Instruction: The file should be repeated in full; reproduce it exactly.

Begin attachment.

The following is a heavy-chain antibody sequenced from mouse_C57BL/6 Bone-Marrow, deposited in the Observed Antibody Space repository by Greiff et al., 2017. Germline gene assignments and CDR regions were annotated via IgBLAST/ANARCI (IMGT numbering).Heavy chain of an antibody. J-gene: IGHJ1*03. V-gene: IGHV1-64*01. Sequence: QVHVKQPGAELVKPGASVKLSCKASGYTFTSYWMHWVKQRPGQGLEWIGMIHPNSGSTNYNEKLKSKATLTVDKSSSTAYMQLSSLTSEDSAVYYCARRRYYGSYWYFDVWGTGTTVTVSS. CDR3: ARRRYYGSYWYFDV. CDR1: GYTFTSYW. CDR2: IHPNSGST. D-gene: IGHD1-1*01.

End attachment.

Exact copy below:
The following is a heavy-chain antibody sequenced from mouse_C57BL/6 Bone-Marrow, deposited in the Observed Antibody Space repository by Greiff et al., 2017. Germline gene assignments and CDR regions were annotated via IgBLAST/ANARCI (IMGT numbering).Heavy chain of an antibody. J-gene: IGHJ1*03. V-gene: IGHV1-64*01. Sequence: QVHVKQPGAELVKPGASVKLSCKASGYTFTSYWMHWVKQRPGQGLEWIGMIHPNSGSTNYNEKLKSKATLTVDKSSSTAYMQLSSLTSEDSAVYYCARRRYYGSYWYFDVWGTGTTVTVSS. CDR3: ARRRYYGSYWYFDV. CDR1: GYTFTSYW. CDR2: IHPNSGST. D-gene: IGHD1-1*01.